The last census in Monaco occurred in 2008 and revealed a population of 35,352, which means that the total population has gone down 13.7 percent the past five years.
Largest city in Monaco
Often referred to as the capital of Monaco, Monte Carlo is the official administrative Quartier (Quarter) of the Principality. Total population of the municipality is of 15,200 people, while the ward itself is home to about 3,500 inhabitants. Monte Carlo is the site of several famed tourist attractions, including the Monte Carlo Casino, the Hotel de Paris, the Café de Paris, and the Salle Garnier. Monte Carlo is also home to a number of celebrities, including Jenson Button, Bono (U2), David Coulthard, Novak Djokovic, Mohamed Al-Fayed, Lewis Hamilton, Gina Lollobrigida, Roger Moore, Mike Oldfield, Keke Rosberg, Nico Rosberg, Ringo Starr and Caroline Wozniacki.
Ethnicity in Monaco
The 2008 census revealed that the native Monegasques (people born in Monaco) are a minority in their own country, accounting for only 21.6 percent of the population. At that time, French nationals were the largest group in the Principality, with 28.4 percent. Italians represented 18.7%, British – 7.5%, Belgian – 2.8%, German – 2.5%, Swiss – 2.5% and United States nationals 1.2%. However, the CIA World Factbook states that 47 percent of Monaco’s citizens are French, while 16 percent are Monegasque, 16 percent Italian, while 21 percent are of other ethnics.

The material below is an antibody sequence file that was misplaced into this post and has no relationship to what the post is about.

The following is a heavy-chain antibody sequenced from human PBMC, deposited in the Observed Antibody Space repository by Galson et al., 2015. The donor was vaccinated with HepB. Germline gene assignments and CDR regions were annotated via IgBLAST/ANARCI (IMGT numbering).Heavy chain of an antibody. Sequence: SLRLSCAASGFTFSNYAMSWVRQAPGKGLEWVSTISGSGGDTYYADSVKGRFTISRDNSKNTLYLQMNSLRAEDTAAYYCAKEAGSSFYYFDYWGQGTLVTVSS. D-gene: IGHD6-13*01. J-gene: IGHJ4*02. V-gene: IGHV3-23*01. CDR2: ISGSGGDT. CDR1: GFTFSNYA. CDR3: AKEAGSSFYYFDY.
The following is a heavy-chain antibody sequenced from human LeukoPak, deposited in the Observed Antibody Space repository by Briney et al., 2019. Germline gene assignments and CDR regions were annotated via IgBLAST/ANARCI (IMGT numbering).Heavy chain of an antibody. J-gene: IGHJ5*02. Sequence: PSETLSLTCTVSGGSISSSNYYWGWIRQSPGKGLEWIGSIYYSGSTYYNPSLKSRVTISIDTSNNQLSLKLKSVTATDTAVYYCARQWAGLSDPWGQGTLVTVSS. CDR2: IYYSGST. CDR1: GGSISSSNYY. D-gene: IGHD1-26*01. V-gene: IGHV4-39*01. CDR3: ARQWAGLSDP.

Religion in Monaco
The official religion in Monaco is Roman Catholicism, with Christian comprising about 83 percent of the country’s total population. Other religions include Judaism (2.9 percent) and Islam (0.8), while almost 13 percent of the population have declared no religion at all. There are five Roman Catholic parish churches in Monaco and one cathedral, which is the seat of the archbishop of Monaco. Freedom of religion is guaranteed by the constitution.
Language in Monaco
French is the official language in the Principality of Monaco, while Italian is spoken by an important part of the population. Monegasque, the traditional language in Monaco (similar to Ligurian – spoken in Genoa, Italy), is now spoken by only a small number of residents and is considered an endangered language as it is not being taught to new speakers. English is also used in the country, mainly by American, British, Canadian, and Irish residents. In the Monaco-Ville quarter, street signs are printed in both French and Monegasque.
Economy of Monaco
Since it has no income tax and low business taxes, Monaco thrives as a tax haven both for individuals who have established residence and for foreign companies that have set up businesses and offices. However, Monaco is not a tax-free country and charges nearly 20% value-added tax, while companies face a 33% tax on profits unless they prove that three-quarters of their profits are generated within the principality. Living standards in Monaco are high, despite the fact that recent weak economic growth has deteriorated public finances as the principality recorded a budget deficit of 1.3% of GDP in 2012.